Definition and consequences of poor posture
Posture is the position in which we hold our bodies while standing, sitting, or lying down.
Good posture is the correct alignment of body parts supported by the right amount of muscle tension against gravity.
Normally, we do not consciously maintain normal posture. Instead, certain muscles do it for us, and we don't even have to think about it. Several muscle groups, including the hamstrings and large back muscles, are critically important in maintaining good posture.
While the ligaments help to hold the skeleton together, these postural muscles, when functioning properly, prevent the forces of gravity from pushing us over forward.
Postural muscles also maintain our posture and balance during movement. Without posture and the muscles that control it, we would simply fall to the ground.
Most postures can be sustained for a short time however certain sitting or standing postures can place increased pressures on discs.
Prolonged periods in these postures can cause adaptive shortening of various tissues. This may be associated with musculoskeletal discomfort and dysfunction in some people.
Good posture helps us stand, walk, sit, and lie in positions that place the least strain on supporting muscles and ligaments during movement and weight-bearing activities.
- Helps us keep bones and joints in correct alignment so that our muscles are used correctly, decreasing the abnormal wearing of joint surfaces that could result in degenerative arthritis and joint pain.
- Reduces the stress on the ligaments holding the spinal joints together, minimizing the likelihood of injury.
- Allows muscles to work more efficiently, allowing the body to use less energy and, therefore, preventing muscle fatigue.
- Helps prevent muscle strain, overuse disorders, and even back and muscular pain.
To maintain proper posture, you need to have adequate muscle flexibility and strength, normal joint motion in the spine and other body regions, as well as efficient postural muscles that are balanced on both sides of the spine. In addition, you must recognize your postural habits at home and in the workplace and work to correct them, if necessary.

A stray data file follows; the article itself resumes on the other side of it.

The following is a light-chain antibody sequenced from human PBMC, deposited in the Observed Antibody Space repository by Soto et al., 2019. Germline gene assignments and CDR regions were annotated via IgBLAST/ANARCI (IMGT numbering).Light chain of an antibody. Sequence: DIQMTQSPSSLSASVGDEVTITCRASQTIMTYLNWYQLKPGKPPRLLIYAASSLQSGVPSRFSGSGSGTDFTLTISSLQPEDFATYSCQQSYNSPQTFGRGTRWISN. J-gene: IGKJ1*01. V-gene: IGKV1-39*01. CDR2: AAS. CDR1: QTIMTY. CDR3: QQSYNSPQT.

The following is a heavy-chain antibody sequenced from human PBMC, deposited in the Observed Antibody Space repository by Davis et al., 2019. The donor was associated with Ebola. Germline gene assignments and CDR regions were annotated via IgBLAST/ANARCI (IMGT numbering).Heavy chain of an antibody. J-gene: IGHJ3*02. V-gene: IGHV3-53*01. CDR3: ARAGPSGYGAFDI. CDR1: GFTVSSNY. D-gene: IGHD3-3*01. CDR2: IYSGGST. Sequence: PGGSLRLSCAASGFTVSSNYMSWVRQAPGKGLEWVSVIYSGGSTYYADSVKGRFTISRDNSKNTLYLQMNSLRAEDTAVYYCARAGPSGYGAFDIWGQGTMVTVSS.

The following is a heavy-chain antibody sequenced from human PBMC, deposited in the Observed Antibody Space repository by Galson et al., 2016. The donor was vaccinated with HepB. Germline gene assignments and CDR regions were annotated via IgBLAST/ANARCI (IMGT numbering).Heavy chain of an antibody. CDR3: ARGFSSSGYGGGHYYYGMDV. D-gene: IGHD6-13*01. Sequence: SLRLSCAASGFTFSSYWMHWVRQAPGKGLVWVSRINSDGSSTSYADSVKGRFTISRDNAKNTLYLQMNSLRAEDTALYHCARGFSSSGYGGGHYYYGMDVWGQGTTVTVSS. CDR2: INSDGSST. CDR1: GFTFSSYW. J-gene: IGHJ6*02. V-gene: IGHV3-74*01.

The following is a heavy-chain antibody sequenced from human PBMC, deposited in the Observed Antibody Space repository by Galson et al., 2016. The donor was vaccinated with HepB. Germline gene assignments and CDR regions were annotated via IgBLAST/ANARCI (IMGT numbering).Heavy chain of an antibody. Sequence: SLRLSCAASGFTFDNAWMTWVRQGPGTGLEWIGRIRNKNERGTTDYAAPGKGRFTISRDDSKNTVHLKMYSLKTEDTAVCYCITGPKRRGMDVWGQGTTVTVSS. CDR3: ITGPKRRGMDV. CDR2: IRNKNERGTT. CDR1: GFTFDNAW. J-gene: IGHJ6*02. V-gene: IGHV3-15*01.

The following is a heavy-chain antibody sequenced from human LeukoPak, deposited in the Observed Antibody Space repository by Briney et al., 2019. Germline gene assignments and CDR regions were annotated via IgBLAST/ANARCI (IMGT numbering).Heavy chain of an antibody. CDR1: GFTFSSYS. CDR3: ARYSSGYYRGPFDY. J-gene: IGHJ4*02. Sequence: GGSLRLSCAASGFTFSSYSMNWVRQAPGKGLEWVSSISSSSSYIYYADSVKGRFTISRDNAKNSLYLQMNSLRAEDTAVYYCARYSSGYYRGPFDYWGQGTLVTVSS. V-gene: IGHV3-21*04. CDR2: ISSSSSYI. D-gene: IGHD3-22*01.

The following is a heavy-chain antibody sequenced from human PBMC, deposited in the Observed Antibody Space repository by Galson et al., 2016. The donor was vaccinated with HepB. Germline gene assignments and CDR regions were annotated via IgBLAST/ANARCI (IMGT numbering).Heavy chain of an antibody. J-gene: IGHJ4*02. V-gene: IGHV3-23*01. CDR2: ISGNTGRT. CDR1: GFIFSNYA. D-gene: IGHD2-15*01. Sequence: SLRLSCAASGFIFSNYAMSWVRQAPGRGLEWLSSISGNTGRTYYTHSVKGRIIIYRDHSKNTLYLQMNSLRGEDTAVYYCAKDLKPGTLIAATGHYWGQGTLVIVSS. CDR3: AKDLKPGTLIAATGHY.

Poor posture can lead to excessive strain on our postural muscles and may even cause them to relax when held in certain positions for long periods of time. For example, you can typically see this in people who bend forward at the waist for a prolonged time in the workplace. Their postural muscles are more prone to injury and back pain.
Several factors contribute to poor posture-most commonly, stress, obesity, pregnancy, weak postural muscles, abnormally tight muscles, and high-heeled shoes. In addition, decreased flexibility, a poor work environment, incorrect working posture, and unhealthy sitting and standing habits can also contribute to poor body positioning.
Remember, however, that long-standing postural problems will typically take longer to address than short-lived ones, as often the joints have adapted to your long-standing poor posture.
Conscious awareness of your own posture and knowing what posture is correct will help you consciously correct yourself.
With much practice, the correct posture for standing, sitting, and lying down will gradually replace your old posture. This, in turn, will help you move toward a better and healthier body position.
Your doctor of chiropractic can assist you with proper posture, including recommending exercises and some special products to strengthen your core postural muscles. He or she can also assist you with choosing proper postures during your activities, helping reduce your risk of injury.
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